While Joseph Lister’s story is an important one and one that we will further unpack later, let us now look at the broader topic of controversy. In the medical community, it can be hard to reach acceptance with a new idea because these theories effect the sick. It is quite literally a life or death situation. The quickness of acceptance is based on a variety of variables. In the case of Jon Snow and Cholera, his argument came in a time of desparation. Many people were dying from a disease that no one could pinpoint or cure. Because of this people allowed Snow to attempt his solution of cutting off the water supply because they were out of options. When his solution worked, his idea was given credence. However Lister’s idea was met with much disagreeance. His theory relied on the validation of Pasteur, but many people still doubted Pasteur’s idea. Lister’s proposition was also complicated. It wasn’t just a way of thinking and it didn’t just deal with one technique in one surgery. Instead it proposed a complete change in the way doctors thought, stated the solution as an extensive set of techniques, and seemed to suggest that by attempting to help their patients, doctors had some blame in the patients getting infections. While widespread acceptance wouldn’t come until the 1890s, after Heinrich Koch, a German bacteriologist, effectively proved that germs caused disease, Lister still has his supporters. It was still evident that Lister’s techniques were having sucess. Yet many people, specifically in the United States, did not accept his idea.

This new idea, that surgical infection could be prevented by sterilization, was not met with acceptance. There was a lot of controversy and disbelief. But while the disbelievers eventually changed their mind, can we fault those who took longer to come around to this new notion? While it’s easy to say, maybe they didn’t know about the new technique, or it can be hard to accept new ideas, looking at the specifics of a case may change our perspective when we take into account the fact that a man’s life was lost. Especially when we know that this man was the President of our country.

On July 2, 1881, President James Garfield was the victim of an attempted assassination. His assailant was a man by the name of Charles Guiteau. While at a train station Garfield was shot twice. However when Guiteau was on trial he stated that he did not kill Garfield, the president’s doctors did. At the time this was written off as the ramblings of a mad man, but based on what we know now: he was technically correct. If someone was inflicted with the same wounds as Garfield today, they would survive. His gun shot wounds were not fatal. What killed him was infection. Infection that could have been prevented with Lister’s antisepsis technqiues. So can these doctors be blamed for the death of Garfield? While the technical answer is yes, it is much more complicated than that. Instead let us ask the question: can these doctors be held accountable? Should their more “heroic” title gained from attempting to save the President be replaced with a title of ignorance and stubborness? To answer this question we must first go back and delve into Joseph Lister’s story.

To understand the controversy surrounding sterilization and antisepsis, we must first understand the development of germ theory that was also going on at the time.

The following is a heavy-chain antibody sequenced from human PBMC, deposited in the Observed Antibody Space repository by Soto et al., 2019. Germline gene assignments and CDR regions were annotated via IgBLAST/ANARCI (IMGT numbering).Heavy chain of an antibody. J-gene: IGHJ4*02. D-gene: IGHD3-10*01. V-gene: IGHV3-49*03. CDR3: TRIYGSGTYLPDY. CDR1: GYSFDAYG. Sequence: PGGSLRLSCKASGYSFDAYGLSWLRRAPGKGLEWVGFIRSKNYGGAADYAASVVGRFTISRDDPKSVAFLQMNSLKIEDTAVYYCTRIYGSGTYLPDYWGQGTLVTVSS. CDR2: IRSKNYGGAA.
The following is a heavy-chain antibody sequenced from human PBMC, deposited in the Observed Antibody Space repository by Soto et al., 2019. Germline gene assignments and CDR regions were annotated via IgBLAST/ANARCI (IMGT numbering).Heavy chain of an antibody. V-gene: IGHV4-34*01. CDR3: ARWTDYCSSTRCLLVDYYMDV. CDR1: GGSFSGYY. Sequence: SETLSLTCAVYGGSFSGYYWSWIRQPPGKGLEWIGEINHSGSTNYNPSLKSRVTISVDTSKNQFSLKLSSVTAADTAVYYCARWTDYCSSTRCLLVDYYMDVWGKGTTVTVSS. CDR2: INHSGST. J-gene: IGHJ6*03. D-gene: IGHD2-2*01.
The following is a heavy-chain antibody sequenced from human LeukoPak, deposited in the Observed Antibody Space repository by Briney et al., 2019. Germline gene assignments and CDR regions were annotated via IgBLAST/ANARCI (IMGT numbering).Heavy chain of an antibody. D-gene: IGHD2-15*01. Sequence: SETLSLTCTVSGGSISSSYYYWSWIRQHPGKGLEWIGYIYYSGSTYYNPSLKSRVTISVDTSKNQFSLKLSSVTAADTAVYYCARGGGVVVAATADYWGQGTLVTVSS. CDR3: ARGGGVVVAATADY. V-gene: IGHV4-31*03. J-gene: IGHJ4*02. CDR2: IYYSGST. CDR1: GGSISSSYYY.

Germ theory required a drastic change in belief about where disease and infection came from. The medical world during the mid 1800s believed that infectious diseases came from air contaminated with “miasmas”. On the surface it is a relatively simple concept: that there is something in the air that infects people with disease. This assumption is partly true, but does not grasp the whole story of where diseases come from. This belief’s main fault lies in the religious element. Rather than infecting everyone that they came in contact with, miasma clouds seemed to select those lacking in moral uprightness. The people at this time reached this conclusion by saying that “foul-smelling” air that caused disease seemed to only be in poor neighborhoods. The upper classes believed that this was God’s way of punishing the poor, as the poor were thought of as “less than” at this time. This theory was the accepted idea, until it was challenged by the later idea of germ theory.

Germ theory really began development in the 1850s and 60s. It started as an idea without many scientific facts backing it. A milestone in the development of germ theory was the Cholera outbreak of 1854 in London. To find a cure, one had to know where this disease was coming from. The “dispute was divided between two camps: the contagionists and the miasmatists.” The contagionists believed that it was contracted through contact with the infected. The miasmatists believed that the “foul inner-city air was (…) the source of most disease.” But neither of these theories suggested that it could be transmitted through microorganisms in the water. Jon Snow is the researcher who came closest to discovering germs in this case. His search for a cause was based on the reconciliation of two facts: you could be in the same room as an infected, and leave unscathed; and you could avoid all direct contact, but still contract the disease because you live in an infected neighborhood. After investigating, Snow came up with the argument that “cholera was caused by some as-yet-unidentified agent that victims ingested, either through direct contact with the waste matter of other sufferers or through drinking water that had been contaminated with waste matter.” Cholera was contagious, and sanitary conditions were crucial to fighting the disease. But not in the ways that contagionists and miasmists suggested- it was not contagious the way smallpox was (through direct contact); and foul air had nothing to do with its transmission. It was all about this thing that today we would call germs.